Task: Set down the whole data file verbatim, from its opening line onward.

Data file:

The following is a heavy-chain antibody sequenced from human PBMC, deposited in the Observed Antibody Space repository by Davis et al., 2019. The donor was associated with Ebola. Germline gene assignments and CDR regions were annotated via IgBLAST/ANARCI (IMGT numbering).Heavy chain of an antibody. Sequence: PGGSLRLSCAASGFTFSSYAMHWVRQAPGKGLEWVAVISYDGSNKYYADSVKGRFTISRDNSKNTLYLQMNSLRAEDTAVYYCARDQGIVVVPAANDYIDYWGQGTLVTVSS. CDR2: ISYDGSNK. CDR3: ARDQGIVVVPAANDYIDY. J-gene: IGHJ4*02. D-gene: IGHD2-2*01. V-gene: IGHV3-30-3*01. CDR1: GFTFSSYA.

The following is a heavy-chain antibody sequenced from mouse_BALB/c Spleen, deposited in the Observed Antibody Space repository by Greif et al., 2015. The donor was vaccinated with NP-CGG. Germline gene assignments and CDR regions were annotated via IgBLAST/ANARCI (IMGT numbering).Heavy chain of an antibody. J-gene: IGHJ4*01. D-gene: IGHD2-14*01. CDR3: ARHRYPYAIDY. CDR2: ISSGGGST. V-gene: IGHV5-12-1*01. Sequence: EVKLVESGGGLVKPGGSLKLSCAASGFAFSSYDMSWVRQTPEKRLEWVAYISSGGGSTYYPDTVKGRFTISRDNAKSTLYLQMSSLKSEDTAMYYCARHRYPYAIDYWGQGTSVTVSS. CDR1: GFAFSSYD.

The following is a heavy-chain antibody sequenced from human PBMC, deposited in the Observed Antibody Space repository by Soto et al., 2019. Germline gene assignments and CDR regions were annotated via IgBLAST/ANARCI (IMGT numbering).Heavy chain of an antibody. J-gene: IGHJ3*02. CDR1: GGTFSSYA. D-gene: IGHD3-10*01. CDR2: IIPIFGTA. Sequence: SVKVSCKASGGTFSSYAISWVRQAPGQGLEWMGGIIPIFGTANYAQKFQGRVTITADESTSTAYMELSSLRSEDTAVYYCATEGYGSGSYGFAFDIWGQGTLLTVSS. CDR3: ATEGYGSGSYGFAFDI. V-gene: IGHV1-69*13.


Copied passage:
The following is a heavy-chain antibody sequenced from human PBMC, deposited in the Observed Antibody Space repository by Davis et al., 2019. The donor was associated with Ebola. Germline gene assignments and CDR regions were annotated via IgBLAST/ANARCI (IMGT numbering).Heavy chain of an antibody. Sequence: PGGSLRLSCAASGFTFSSYAMHWVRQAPGKGLEWVAVISYDGSNKYYADSVKGRFTISRDNSKNTLYLQMNSLRAEDTAVYYCARDQGIVVVPAANDYIDYWGQGTLVTVSS. CDR2: ISYDGSNK. CDR3: ARDQGIVVVPAANDYIDY. J-gene: IGHJ4*02. D-gene: IGHD2-2*01. V-gene: IGHV3-30-3*01. CDR1: GFTFSSYA.

The following is a heavy-chain antibody sequenced from mouse_BALB/c Spleen, deposited in the Observed Antibody Space repository by Greif et al., 2015. The donor was vaccinated with NP-CGG. Germline gene assignments and CDR regions were annotated via IgBLAST/ANARCI (IMGT numbering).Heavy chain of an antibody. J-gene: IGHJ4*01. D-gene: IGHD2-14*01. CDR3: ARHRYPYAIDY. CDR2: ISSGGGST. V-gene: IGHV5-12-1*01. Sequence: EVKLVESGGGLVKPGGSLKLSCAASGFAFSSYDMSWVRQTPEKRLEWVAYISSGGGSTYYPDTVKGRFTISRDNAKSTLYLQMSSLKSEDTAMYYCARHRYPYAIDYWGQGTSVTVSS. CDR1: GFAFSSYD.

The following is a heavy-chain antibody sequenced from human PBMC, deposited in the Observed Antibody Space repository by Soto et al., 2019. Germline gene assignments and CDR regions were annotated via IgBLAST/ANARCI (IMGT numbering).Heavy chain of an antibody. J-gene: IGHJ3*02. CDR1: GGTFSSYA. D-gene: IGHD3-10*01. CDR2: IIPIFGTA. Sequence: SVKVSCKASGGTFSSYAISWVRQAPGQGLEWMGGIIPIFGTANYAQKFQGRVTITADESTSTAYMELSSLRSEDTAVYYCATEGYGSGSYGFAFDIWGQGTLLTVSS. CDR3: ATEGYGSGSYGFAFDI. V-gene: IGHV1-69*13.